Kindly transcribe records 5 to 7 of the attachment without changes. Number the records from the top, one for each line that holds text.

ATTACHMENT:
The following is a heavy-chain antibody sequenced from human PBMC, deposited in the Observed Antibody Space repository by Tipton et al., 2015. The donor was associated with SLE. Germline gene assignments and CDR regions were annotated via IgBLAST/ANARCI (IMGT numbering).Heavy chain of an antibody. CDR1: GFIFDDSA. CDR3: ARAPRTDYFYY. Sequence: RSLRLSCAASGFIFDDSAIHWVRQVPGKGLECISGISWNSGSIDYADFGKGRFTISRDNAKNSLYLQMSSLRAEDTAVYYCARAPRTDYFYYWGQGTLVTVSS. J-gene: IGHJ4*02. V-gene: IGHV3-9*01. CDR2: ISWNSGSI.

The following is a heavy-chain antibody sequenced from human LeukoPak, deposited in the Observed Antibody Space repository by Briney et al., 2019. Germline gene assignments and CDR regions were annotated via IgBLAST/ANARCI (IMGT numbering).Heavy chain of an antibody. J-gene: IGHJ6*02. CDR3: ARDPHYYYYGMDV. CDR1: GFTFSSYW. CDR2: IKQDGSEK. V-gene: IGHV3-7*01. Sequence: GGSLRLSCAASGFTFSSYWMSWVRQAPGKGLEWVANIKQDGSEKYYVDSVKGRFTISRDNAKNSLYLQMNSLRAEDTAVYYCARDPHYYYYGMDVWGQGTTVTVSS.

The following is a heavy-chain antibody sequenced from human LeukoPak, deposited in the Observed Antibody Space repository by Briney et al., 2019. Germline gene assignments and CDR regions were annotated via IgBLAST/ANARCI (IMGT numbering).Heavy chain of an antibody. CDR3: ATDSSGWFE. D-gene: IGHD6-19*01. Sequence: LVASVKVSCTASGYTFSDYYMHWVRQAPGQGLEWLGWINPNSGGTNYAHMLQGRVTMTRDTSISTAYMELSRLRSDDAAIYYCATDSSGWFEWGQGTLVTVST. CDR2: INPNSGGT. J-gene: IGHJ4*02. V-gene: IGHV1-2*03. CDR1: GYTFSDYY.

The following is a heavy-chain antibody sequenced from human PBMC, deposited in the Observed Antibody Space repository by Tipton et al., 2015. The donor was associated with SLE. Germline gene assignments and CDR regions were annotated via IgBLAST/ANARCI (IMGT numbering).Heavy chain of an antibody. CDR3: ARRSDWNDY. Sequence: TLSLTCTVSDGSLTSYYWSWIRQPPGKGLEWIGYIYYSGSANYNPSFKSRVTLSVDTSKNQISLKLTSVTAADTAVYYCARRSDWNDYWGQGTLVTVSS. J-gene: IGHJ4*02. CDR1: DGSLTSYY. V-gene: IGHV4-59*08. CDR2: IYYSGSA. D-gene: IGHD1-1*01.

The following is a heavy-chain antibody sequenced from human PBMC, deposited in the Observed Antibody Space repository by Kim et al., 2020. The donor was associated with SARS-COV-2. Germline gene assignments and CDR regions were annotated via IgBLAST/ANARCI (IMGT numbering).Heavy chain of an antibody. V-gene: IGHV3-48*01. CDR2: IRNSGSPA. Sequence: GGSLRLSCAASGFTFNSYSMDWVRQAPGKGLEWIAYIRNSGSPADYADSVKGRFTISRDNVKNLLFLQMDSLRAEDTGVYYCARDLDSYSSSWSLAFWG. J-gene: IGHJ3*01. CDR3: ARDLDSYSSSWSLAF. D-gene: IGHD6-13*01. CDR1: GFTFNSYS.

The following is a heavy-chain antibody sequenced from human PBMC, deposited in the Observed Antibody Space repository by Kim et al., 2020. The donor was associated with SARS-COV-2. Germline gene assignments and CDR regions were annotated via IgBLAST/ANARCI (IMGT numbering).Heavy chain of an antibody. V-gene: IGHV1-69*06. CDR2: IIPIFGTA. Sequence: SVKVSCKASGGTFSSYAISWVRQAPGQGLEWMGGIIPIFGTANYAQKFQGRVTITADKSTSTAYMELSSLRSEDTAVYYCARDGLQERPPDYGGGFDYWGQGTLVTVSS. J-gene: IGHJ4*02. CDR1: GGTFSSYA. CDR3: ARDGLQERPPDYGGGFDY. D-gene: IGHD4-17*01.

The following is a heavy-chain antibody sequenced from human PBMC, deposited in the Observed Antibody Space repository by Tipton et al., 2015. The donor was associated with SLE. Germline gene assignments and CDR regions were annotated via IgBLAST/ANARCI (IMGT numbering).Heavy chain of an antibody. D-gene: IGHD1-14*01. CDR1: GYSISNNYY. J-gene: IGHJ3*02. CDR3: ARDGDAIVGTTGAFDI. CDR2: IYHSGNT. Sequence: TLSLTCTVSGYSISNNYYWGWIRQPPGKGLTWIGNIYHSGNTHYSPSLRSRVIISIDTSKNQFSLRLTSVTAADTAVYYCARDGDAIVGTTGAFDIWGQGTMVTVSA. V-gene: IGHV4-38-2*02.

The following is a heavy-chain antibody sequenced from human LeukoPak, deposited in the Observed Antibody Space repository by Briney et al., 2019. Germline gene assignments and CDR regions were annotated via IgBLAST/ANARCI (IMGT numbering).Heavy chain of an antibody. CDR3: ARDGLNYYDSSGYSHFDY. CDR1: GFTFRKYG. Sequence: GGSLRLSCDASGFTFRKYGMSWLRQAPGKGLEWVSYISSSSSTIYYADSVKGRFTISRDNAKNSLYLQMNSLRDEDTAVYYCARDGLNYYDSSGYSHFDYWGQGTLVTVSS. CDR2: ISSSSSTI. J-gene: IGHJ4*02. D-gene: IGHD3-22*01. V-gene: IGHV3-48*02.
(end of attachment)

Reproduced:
The following is a heavy-chain antibody sequenced from human PBMC, deposited in the Observed Antibody Space repository by Kim et al., 2020. The donor was associated with SARS-COV-2. Germline gene assignments and CDR regions were annotated via IgBLAST/ANARCI (IMGT numbering).Heavy chain of an antibody. V-gene: IGHV3-48*01. CDR2: IRNSGSPA. Sequence: GGSLRLSCAASGFTFNSYSMDWVRQAPGKGLEWIAYIRNSGSPADYADSVKGRFTISRDNVKNLLFLQMDSLRAEDTGVYYCARDLDSYSSSWSLAFWG. J-gene: IGHJ3*01. CDR3: ARDLDSYSSSWSLAF. D-gene: IGHD6-13*01. CDR1: GFTFNSYS.

The following is a heavy-chain antibody sequenced from human PBMC, deposited in the Observed Antibody Space repository by Kim et al., 2020. The donor was associated with SARS-COV-2. Germline gene assignments and CDR regions were annotated via IgBLAST/ANARCI (IMGT numbering).Heavy chain of an antibody. V-gene: IGHV1-69*06. CDR2: IIPIFGTA. Sequence: SVKVSCKASGGTFSSYAISWVRQAPGQGLEWMGGIIPIFGTANYAQKFQGRVTITADKSTSTAYMELSSLRSEDTAVYYCARDGLQERPPDYGGGFDYWGQGTLVTVSS. J-gene: IGHJ4*02. CDR1: GGTFSSYA. CDR3: ARDGLQERPPDYGGGFDY. D-gene: IGHD4-17*01.

The following is a heavy-chain antibody sequenced from human PBMC, deposited in the Observed Antibody Space repository by Tipton et al., 2015. The donor was associated with SLE. Germline gene assignments and CDR regions were annotated via IgBLAST/ANARCI (IMGT numbering).Heavy chain of an antibody. D-gene: IGHD1-14*01. CDR1: GYSISNNYY. J-gene: IGHJ3*02. CDR3: ARDGDAIVGTTGAFDI. CDR2: IYHSGNT. Sequence: TLSLTCTVSGYSISNNYYWGWIRQPPGKGLTWIGNIYHSGNTHYSPSLRSRVIISIDTSKNQFSLRLTSVTAADTAVYYCARDGDAIVGTTGAFDIWGQGTMVTVSA. V-gene: IGHV4-38-2*02.